Last Saturday, Arnold & Itkin reported on a Plantation, Florida shopping center explosion. The accident occurred at the Market on University shopping plaza located in Plantation, Florida, north of Miami. Initially, we stated that between 15 and 20 individuals sustained injuries caused by the blast. Officials have now confirmed the number of injured is 23. The explosion occurred in a PizzaFire restaurant which had been closed since December. Each of the injured individuals were working at or visiting nearby businesses. Officials confirmed that two people are still in the hospital receiving treatment for their injuries.
Images from the accident resemble were distressing. In total, the explosion damaged 20 nearby businesses. Only remnants of parts of a shopping center stand, an LA Fitness exhibits a shattered façade, and an adjacent parking lot contains damaged cars, broken glass, and twisted rubble. One man is in critical condition while another victim condition was downgraded to fair.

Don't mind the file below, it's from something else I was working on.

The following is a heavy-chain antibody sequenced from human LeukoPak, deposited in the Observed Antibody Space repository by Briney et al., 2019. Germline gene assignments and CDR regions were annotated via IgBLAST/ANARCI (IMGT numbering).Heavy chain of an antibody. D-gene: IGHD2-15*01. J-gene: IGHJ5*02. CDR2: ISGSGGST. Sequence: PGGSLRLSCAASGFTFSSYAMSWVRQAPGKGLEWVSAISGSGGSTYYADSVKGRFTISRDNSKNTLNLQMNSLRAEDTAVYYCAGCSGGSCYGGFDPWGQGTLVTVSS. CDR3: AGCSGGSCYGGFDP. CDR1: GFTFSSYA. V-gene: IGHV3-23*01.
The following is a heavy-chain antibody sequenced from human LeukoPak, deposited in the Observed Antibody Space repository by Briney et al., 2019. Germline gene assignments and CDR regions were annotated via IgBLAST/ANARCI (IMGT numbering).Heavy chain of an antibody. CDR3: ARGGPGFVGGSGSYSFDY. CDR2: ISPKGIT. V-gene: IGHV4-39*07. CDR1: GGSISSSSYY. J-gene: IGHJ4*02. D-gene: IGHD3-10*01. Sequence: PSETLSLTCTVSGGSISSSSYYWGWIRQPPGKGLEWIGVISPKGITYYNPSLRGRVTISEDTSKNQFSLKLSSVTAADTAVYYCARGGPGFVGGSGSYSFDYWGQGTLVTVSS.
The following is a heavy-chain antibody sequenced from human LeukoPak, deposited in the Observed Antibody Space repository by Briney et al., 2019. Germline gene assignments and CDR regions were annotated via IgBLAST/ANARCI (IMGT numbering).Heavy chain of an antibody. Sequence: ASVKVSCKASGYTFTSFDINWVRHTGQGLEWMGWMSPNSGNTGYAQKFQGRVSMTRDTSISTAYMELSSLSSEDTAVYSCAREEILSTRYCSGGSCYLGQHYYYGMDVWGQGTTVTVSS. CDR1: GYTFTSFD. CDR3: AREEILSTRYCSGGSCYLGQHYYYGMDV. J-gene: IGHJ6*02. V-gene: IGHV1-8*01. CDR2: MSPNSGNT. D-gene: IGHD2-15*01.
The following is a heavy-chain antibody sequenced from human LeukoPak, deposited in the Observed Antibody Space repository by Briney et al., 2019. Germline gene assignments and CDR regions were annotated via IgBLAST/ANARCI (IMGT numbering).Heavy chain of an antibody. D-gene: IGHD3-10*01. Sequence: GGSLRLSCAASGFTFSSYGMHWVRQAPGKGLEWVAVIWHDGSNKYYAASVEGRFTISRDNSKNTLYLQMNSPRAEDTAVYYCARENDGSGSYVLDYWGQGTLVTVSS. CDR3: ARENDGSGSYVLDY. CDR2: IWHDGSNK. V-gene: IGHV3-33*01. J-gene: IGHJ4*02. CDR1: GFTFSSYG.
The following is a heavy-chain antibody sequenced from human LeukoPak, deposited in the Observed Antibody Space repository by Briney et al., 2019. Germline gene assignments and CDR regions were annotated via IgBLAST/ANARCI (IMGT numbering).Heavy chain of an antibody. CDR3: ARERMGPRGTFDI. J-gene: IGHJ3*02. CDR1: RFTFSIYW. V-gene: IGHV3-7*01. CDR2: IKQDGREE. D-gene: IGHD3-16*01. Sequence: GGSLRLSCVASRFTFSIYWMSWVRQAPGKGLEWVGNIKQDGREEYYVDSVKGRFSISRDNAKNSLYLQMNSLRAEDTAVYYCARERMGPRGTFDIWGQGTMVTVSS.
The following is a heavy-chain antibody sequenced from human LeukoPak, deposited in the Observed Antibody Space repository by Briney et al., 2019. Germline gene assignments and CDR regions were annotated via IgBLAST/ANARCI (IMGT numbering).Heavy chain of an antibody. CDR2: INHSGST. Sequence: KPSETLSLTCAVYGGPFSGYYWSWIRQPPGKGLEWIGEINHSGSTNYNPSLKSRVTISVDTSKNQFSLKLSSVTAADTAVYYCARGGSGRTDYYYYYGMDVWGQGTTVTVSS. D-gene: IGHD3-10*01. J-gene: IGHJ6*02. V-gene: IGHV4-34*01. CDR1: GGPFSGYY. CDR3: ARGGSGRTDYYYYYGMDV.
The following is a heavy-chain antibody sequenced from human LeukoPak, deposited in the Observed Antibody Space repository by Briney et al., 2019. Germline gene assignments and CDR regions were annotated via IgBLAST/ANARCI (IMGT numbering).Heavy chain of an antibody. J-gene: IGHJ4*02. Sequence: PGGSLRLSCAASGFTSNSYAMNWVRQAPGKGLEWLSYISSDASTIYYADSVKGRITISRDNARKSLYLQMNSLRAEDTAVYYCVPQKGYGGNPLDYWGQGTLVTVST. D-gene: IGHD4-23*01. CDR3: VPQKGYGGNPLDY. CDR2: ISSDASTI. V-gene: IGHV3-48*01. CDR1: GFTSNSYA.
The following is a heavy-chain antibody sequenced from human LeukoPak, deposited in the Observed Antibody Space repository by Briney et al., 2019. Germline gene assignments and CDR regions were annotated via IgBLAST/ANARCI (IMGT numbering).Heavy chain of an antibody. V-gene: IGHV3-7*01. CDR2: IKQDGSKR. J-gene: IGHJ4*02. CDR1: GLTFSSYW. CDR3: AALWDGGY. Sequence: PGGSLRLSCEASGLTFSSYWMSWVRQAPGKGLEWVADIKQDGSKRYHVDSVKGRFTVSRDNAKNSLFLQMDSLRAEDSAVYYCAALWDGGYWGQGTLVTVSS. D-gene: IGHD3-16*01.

Did a Gas Leak Cause the Explosion?
Reports that immediately followed the explosion suggested that a gas leak caused the accident. This morning, a TECO Peoples Gas spokeswoman confirmed that the company received a call reporting a gas odor at the Plantation shopping plaza. The gas company confirmed that it is in the process of sending a crew to investigate its gas lines.
Tenants of nearby buildings are certain that they smelled the odor of gas just before the blast. Graig Foulks, a manager at Total Nutrition, a store next to PizzaFire, told the Miami Herald that he checked with a neighboring restaurant to confirm that the odor was not from them. Foulks said that he assumed the smell was not originating from the pizza store as it has been vacant for months. Hiep Van, the owner that Foulks spoke to, was speaking with TESCO Peoples Gas when the blast occurred.
However, investigators are still trying to confirm what caused the blast. Chief Joel Gordon of the Plantation Fire Department said that it’s too soon to confirm that the explosion was caused by a gas leak. "The assumption is, and everybody looks at it and says, 'Oh, it must be gas.' But we can't confirm that until we actually dig down and find the source," Gordon said.